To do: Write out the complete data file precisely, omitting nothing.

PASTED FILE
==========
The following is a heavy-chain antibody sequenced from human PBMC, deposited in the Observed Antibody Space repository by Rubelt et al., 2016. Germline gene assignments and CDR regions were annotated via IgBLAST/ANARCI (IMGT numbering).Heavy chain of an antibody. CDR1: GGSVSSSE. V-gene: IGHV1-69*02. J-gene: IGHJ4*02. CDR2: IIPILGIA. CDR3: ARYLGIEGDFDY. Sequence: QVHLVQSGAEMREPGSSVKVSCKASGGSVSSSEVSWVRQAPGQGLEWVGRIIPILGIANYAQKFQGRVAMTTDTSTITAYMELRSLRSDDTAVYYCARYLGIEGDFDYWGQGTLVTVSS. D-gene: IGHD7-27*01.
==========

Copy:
The following is a heavy-chain antibody sequenced from human PBMC, deposited in the Observed Antibody Space repository by Rubelt et al., 2016. Germline gene assignments and CDR regions were annotated via IgBLAST/ANARCI (IMGT numbering).Heavy chain of an antibody. CDR1: GGSVSSSE. V-gene: IGHV1-69*02. J-gene: IGHJ4*02. CDR2: IIPILGIA. CDR3: ARYLGIEGDFDY. Sequence: QVHLVQSGAEMREPGSSVKVSCKASGGSVSSSEVSWVRQAPGQGLEWVGRIIPILGIANYAQKFQGRVAMTTDTSTITAYMELRSLRSDDTAVYYCARYLGIEGDFDYWGQGTLVTVSS. D-gene: IGHD7-27*01.